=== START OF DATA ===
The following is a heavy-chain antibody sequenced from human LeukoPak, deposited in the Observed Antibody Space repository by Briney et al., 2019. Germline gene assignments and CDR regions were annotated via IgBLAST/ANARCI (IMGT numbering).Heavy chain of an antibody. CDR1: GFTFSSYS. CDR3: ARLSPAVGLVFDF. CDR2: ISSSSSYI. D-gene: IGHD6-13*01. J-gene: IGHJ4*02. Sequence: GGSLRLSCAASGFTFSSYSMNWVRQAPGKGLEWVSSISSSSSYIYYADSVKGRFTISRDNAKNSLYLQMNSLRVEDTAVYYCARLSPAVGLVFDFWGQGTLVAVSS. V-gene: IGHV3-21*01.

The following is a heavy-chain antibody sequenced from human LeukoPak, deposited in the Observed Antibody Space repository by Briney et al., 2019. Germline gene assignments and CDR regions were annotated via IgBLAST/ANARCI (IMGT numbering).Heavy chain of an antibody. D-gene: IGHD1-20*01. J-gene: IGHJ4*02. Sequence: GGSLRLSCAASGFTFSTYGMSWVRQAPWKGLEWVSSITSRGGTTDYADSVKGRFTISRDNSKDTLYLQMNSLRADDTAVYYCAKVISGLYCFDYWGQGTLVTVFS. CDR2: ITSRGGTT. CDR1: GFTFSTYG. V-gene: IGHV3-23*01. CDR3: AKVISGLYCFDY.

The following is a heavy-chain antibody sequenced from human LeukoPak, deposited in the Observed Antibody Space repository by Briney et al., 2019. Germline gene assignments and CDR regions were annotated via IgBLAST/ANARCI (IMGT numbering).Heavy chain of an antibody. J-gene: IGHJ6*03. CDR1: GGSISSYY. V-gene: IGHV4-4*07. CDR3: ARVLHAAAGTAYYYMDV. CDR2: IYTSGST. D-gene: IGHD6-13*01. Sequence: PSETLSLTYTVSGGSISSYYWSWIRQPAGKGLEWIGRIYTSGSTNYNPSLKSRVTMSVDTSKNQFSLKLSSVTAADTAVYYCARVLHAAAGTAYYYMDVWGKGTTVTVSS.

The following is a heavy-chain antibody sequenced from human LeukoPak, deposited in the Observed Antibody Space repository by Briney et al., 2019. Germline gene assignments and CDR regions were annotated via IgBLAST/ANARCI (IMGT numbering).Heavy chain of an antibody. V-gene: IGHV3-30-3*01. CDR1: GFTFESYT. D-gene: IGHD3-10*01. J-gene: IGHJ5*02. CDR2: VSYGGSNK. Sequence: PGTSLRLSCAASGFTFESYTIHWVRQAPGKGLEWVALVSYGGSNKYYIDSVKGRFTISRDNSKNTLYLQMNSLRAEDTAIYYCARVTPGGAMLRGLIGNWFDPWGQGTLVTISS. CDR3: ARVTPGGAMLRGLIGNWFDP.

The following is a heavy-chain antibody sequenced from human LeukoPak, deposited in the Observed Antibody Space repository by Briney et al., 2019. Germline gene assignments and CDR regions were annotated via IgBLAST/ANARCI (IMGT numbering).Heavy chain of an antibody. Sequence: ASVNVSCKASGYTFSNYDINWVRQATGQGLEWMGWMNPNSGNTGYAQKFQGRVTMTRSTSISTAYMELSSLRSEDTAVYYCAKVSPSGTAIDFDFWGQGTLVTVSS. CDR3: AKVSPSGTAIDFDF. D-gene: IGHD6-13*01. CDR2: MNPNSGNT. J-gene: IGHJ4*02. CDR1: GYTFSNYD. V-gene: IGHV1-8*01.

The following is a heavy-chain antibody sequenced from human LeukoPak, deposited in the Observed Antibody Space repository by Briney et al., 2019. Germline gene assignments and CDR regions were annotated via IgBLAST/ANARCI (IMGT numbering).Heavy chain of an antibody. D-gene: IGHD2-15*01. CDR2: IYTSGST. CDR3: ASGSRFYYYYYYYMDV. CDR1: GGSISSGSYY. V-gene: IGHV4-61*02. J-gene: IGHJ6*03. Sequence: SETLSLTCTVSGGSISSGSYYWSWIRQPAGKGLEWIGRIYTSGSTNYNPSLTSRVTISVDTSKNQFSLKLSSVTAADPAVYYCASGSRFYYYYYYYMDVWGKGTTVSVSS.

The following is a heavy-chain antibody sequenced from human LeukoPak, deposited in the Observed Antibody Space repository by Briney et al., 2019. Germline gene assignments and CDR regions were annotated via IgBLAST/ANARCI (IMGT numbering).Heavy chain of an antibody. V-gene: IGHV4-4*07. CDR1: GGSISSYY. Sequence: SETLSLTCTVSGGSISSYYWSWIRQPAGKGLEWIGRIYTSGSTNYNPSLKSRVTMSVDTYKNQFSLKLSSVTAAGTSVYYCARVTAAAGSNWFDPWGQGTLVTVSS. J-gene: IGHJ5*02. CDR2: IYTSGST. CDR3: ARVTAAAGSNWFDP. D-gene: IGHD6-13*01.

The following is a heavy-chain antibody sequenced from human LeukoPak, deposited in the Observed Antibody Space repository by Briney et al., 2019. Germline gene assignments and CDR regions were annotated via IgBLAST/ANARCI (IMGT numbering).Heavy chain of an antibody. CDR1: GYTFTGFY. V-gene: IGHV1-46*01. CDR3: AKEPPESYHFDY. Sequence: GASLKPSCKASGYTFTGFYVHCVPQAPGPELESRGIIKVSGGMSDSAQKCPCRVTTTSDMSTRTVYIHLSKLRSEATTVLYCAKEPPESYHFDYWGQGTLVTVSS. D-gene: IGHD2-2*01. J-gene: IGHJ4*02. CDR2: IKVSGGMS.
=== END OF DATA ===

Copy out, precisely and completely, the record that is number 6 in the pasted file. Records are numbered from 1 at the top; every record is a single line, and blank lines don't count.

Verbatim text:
The following is a heavy-chain antibody sequenced from human LeukoPak, deposited in the Observed Antibody Space repository by Briney et al., 2019. Germline gene assignments and CDR regions were annotated via IgBLAST/ANARCI (IMGT numbering).Heavy chain of an antibody. D-gene: IGHD2-15*01. CDR2: IYTSGST. CDR3: ASGSRFYYYYYYYMDV. CDR1: GGSISSGSYY. V-gene: IGHV4-61*02. J-gene: IGHJ6*03. Sequence: SETLSLTCTVSGGSISSGSYYWSWIRQPAGKGLEWIGRIYTSGSTNYNPSLTSRVTISVDTSKNQFSLKLSSVTAADPAVYYCASGSRFYYYYYYYMDVWGKGTTVSVSS.